David Sedlak: Conservation is important, but it will not solve our water supply challenges. Cities that have yet to grapple with water supply challenges can take some simple, inexpensive steps to realize substantial water savings. But cities that have already experienced water stress (e.g., Los Angeles, Melbourne) are already pretty efficient. They might be able to reduce their per capita water use by another 25% or so, but eventually they will run up against a point of diminishing returns, where further water reduction makes the city less comfortable (e.g., cutting back on parks and trees tends to make cities hotter in summer). If cities cut back too far on water use they will need to redesign their sewer systems to ensure that their wastewater will continue to travel to their sewage treatment plants. And of course, those 25% reductions in per capita water use will be counterbalanced by increases in population.

You recorded your TED talk before the water crisis in Flint became widely known. What can water-starved cities learn from the situation in Flint? Are there best practices for balancing the need for cost-effective water sources with public health concerns?

David Sedlak: Flint is a warning that failure to invest in water infrastructure has real consequences. It also teaches us that we need to pay attention to communities that lack the resources needed to adapt to changing conditions. I am confident that the world’s wealthy cities will figure out ways to keep clean water flowing. It is the cities that lack the financial resources and institutional capacity to adopt modern technologies that will suffer from an underinvestment in water infrastructure. If drinking water is a human right, then investments in water systems of struggling communities are a national obligation.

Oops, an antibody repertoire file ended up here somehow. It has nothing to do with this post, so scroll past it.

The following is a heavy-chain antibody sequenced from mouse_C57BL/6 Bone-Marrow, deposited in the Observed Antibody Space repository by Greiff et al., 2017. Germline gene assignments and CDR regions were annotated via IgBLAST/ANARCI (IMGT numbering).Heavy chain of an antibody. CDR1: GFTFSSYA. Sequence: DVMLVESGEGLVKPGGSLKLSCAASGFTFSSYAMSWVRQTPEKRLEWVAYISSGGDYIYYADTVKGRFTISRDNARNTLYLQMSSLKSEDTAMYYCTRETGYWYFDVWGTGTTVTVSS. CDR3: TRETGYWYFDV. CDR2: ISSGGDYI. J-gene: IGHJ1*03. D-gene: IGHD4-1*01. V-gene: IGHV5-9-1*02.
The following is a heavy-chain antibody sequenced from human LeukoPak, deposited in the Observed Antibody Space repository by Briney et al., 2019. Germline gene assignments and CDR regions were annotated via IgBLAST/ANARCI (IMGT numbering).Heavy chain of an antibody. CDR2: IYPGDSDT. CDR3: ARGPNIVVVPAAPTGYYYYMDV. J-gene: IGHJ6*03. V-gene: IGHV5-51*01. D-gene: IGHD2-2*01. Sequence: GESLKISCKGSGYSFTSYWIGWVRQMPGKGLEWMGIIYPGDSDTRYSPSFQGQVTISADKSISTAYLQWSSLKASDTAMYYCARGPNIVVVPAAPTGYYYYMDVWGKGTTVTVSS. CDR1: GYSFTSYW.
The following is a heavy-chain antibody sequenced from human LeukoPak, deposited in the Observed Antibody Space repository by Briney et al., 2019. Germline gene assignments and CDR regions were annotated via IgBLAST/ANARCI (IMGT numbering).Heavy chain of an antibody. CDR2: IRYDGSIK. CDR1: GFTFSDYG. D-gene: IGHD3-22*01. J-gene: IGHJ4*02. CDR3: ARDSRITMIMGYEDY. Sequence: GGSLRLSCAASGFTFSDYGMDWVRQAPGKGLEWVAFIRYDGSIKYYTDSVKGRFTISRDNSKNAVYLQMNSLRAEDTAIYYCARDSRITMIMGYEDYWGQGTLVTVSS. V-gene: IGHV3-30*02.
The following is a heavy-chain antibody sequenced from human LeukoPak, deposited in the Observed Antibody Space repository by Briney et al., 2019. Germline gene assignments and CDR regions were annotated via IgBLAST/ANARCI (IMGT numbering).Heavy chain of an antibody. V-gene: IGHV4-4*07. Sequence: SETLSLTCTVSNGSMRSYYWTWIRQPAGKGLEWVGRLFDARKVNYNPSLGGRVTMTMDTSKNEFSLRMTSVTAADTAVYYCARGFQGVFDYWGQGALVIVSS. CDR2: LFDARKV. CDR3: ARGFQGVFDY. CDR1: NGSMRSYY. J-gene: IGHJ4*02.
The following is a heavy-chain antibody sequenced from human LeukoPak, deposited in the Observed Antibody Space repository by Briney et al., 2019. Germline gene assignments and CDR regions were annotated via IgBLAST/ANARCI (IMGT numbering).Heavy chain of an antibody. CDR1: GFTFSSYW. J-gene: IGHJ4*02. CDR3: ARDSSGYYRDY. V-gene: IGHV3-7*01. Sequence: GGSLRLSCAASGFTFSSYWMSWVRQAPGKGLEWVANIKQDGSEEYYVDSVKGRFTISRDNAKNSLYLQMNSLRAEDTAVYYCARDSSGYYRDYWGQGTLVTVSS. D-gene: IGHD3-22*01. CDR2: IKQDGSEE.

Are you an optimist when it comes to people’s ability to overcome environmental challenges like water shortages? Why or why not?

David Sedlak: In terms of urban water supply, I am an optimist. There is no reason that any city in the world ever needs to run out of water. If people can afford food, cell phones, cars, and everything else that we associated with modern life then they can afford a safe, plentiful water supply. I wish I could say the same for agriculture. Water shortages will continue to plague farmers, compromising our ability to feed growing populations. In my home state of California, climate change may mean that our farmers will have to learn how to grow food with less water. Or we may need to stop growing certain types of crops. Fortunately, no one in America will go hungry because of a drought in California because many of these corps can be grown elsewhere. The situation is different for cereal crops. I believe that we need a second green revolution to address the effect of droughts and other stresses on this important commodities.

You did a great job presenting your ideas in your TED talk. What advice do you have for scientists looking to hone their ability to speak in front of an audience?

David Sedlak: Find your enthusiasm. If you believe in what you are saying your love of the subject will shine through. And of course, practice, practice, practice.

Learn more about David Sedlak’s work and read the latest research from a variety of environmental disciplines in Environment Science & Technology.